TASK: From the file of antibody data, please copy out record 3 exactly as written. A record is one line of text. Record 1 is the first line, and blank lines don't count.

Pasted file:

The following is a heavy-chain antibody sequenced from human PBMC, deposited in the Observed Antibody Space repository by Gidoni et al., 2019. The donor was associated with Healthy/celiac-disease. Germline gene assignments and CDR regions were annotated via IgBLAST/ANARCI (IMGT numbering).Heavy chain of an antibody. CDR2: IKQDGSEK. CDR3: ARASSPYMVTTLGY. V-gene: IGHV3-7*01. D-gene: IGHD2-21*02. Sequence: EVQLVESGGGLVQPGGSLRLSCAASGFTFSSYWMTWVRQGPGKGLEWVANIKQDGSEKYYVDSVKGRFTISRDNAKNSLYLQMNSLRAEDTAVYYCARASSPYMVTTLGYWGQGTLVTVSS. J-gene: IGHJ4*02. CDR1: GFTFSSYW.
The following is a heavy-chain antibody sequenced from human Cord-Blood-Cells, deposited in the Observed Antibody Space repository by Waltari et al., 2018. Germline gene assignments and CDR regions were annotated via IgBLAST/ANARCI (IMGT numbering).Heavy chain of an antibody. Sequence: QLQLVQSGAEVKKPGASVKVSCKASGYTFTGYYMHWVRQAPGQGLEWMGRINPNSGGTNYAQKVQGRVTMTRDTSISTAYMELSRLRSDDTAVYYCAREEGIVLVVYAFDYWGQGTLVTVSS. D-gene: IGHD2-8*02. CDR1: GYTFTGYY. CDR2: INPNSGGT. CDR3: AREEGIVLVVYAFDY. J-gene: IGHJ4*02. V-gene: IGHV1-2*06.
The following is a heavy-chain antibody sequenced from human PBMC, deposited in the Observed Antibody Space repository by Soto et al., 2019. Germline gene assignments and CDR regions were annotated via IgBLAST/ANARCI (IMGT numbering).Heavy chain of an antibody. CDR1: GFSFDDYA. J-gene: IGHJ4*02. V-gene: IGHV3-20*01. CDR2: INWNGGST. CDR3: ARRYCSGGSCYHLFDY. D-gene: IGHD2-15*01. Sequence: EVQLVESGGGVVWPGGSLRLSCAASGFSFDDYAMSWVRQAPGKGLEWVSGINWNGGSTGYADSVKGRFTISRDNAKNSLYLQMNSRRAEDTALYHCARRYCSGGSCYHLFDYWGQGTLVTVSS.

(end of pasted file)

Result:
The following is a heavy-chain antibody sequenced from human PBMC, deposited in the Observed Antibody Space repository by Soto et al., 2019. Germline gene assignments and CDR regions were annotated via IgBLAST/ANARCI (IMGT numbering).Heavy chain of an antibody. CDR1: GFSFDDYA. J-gene: IGHJ4*02. V-gene: IGHV3-20*01. CDR2: INWNGGST. CDR3: ARRYCSGGSCYHLFDY. D-gene: IGHD2-15*01. Sequence: EVQLVESGGGVVWPGGSLRLSCAASGFSFDDYAMSWVRQAPGKGLEWVSGINWNGGSTGYADSVKGRFTISRDNAKNSLYLQMNSRRAEDTALYHCARRYCSGGSCYHLFDYWGQGTLVTVSS.